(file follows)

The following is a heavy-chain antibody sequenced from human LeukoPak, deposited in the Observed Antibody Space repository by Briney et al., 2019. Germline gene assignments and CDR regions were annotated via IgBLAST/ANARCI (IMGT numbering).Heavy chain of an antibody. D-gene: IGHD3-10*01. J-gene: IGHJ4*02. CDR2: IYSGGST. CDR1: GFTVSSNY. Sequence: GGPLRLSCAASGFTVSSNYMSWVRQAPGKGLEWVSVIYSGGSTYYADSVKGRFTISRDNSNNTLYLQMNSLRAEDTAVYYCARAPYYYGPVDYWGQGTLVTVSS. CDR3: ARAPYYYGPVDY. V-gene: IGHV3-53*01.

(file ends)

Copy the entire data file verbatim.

The following is a heavy-chain antibody sequenced from human LeukoPak, deposited in the Observed Antibody Space repository by Briney et al., 2019. Germline gene assignments and CDR regions were annotated via IgBLAST/ANARCI (IMGT numbering).Heavy chain of an antibody. D-gene: IGHD3-10*01. J-gene: IGHJ4*02. CDR2: IYSGGST. CDR1: GFTVSSNY. Sequence: GGPLRLSCAASGFTVSSNYMSWVRQAPGKGLEWVSVIYSGGSTYYADSVKGRFTISRDNSNNTLYLQMNSLRAEDTAVYYCARAPYYYGPVDYWGQGTLVTVSS. CDR3: ARAPYYYGPVDY. V-gene: IGHV3-53*01.